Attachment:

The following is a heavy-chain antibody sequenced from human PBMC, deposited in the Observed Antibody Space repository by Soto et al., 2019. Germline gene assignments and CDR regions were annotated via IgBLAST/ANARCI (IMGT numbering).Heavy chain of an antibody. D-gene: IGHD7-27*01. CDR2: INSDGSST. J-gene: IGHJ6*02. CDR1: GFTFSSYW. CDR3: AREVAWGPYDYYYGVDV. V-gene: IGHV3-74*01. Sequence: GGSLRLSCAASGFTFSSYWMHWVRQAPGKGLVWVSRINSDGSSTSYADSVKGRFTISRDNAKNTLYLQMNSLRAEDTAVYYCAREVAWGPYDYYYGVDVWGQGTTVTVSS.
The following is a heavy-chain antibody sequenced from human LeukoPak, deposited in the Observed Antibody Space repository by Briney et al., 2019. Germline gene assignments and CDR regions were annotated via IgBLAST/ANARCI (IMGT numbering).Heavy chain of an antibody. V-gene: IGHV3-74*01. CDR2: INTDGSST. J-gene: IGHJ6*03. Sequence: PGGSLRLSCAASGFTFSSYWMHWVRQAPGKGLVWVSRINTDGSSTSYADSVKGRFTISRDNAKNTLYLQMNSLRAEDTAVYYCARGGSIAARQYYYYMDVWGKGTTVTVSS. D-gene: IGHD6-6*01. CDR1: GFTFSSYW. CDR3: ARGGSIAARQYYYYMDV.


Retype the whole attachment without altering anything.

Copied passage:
The following is a heavy-chain antibody sequenced from human PBMC, deposited in the Observed Antibody Space repository by Soto et al., 2019. Germline gene assignments and CDR regions were annotated via IgBLAST/ANARCI (IMGT numbering).Heavy chain of an antibody. D-gene: IGHD7-27*01. CDR2: INSDGSST. J-gene: IGHJ6*02. CDR1: GFTFSSYW. CDR3: AREVAWGPYDYYYGVDV. V-gene: IGHV3-74*01. Sequence: GGSLRLSCAASGFTFSSYWMHWVRQAPGKGLVWVSRINSDGSSTSYADSVKGRFTISRDNAKNTLYLQMNSLRAEDTAVYYCAREVAWGPYDYYYGVDVWGQGTTVTVSS.
The following is a heavy-chain antibody sequenced from human LeukoPak, deposited in the Observed Antibody Space repository by Briney et al., 2019. Germline gene assignments and CDR regions were annotated via IgBLAST/ANARCI (IMGT numbering).Heavy chain of an antibody. V-gene: IGHV3-74*01. CDR2: INTDGSST. J-gene: IGHJ6*03. Sequence: PGGSLRLSCAASGFTFSSYWMHWVRQAPGKGLVWVSRINTDGSSTSYADSVKGRFTISRDNAKNTLYLQMNSLRAEDTAVYYCARGGSIAARQYYYYMDVWGKGTTVTVSS. D-gene: IGHD6-6*01. CDR1: GFTFSSYW. CDR3: ARGGSIAARQYYYYMDV.